Tecnifibre HDMX

Tecnifibre HDMX Review and Play Test

String: Tecnifibre HDMX (16 1.30 mm)
Tension: 59 lbs
Construction: Multifilament (33% Polyester Fibers / 34% Elastyl Fibers / 33% Thermostabyl fibers with a 3SPL Silicium Pyrogene Lubritec anti-abrasion coating)
Racket Used: Babolat Aeropro Drive 2013
Cost: $16

HDMX – What You Need to Know

Our final foray into Tecnifibre’s fusion string technology. Previously I’ve reviewed RPX and Triax and after both experiences I was left wondering what sort of player would really benefit from either string. Well the same thing is true here only the response off the string bed is so much worse. It was super tingy for the first few hours and that trait is something that’s hard for me to get past. I found HDMX did play closer to a polyester than a multifilament and was more durable than the other two but it still eventually frayed and snapped way sooner than a polyester.

This fusion technology is an interesting idea but I feel like way more emphasis needs to be placed on the actual feel off the string bed compared to lab test results in a controlled environment. Things like tension maintenance, durability, spin potential, repulsion power, etc mean nothing if the ball doesn’t feel good leaving the string bed.

HDMX – What I Loved

I didn’t love anything but of the three I liked the playing characteristics of HDMX the most.

HDMX – What I Hated

The dreaded “ting” response was such a killer for me. I hated the feel so much it was all could think about during my first couple hitting sessions. It’s unfortunate because I think the string itself plays fine it just can’t replace a traditional poly/multi or even poly/synthetic setup.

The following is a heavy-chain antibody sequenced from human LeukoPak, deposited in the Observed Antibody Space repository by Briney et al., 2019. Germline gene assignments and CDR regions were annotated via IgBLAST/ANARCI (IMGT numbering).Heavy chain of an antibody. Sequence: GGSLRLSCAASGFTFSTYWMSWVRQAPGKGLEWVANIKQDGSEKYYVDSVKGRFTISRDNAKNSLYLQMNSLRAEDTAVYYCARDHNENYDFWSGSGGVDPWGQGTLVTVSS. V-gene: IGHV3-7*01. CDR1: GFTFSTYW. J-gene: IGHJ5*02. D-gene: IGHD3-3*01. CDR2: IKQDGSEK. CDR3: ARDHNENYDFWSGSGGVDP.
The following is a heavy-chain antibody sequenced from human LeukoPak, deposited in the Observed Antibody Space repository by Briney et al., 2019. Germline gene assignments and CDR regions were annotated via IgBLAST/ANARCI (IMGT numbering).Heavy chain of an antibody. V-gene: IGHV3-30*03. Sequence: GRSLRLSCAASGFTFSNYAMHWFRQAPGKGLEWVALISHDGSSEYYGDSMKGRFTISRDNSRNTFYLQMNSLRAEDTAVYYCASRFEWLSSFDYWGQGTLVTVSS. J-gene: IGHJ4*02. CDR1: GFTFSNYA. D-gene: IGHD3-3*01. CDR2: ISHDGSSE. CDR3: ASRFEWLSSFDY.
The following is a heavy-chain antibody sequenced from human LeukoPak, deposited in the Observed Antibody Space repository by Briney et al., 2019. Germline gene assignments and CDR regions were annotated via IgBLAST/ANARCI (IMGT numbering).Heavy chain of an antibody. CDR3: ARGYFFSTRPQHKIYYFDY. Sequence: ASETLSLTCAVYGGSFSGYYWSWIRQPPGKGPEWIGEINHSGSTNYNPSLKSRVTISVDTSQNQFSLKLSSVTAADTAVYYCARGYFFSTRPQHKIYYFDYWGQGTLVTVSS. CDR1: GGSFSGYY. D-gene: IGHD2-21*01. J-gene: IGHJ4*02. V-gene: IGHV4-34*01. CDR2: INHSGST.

As a hybrid alternative for $16 I’d say the value is fine but there are way better hybrid setups for equal or lesser cost.

Who this string IS for

If for some reason you only like your rackets strung one piece and want to kind of experience a poly/multi hybrid setup this would be a string to try. Not sure how many people/players would ever be in that camp but there you go.

Who this string is NOT for

Similar to what I’ve written in the previous two reviews (RPX and Triax) the pop and feel is lacking so much compared to an actual hybrid that I think most players won’t enjoy playing with this string.

Final Verdict

There are definitely poly/multi hybrid like characteristics to HDMX that I can acknowledge. It’s more durable and offers more control than the previous two “hybridized” strings I tried from Tecnifibre which is another plus. Unfortunately the actual feel and response off the string bed was such a killer for me in my racket that I couldn’t really focus on much else. For that reason Tecnifibre HDMX is not a string I could really recommend to anyone but in certain rackets I do imagine it feels a lot nicer.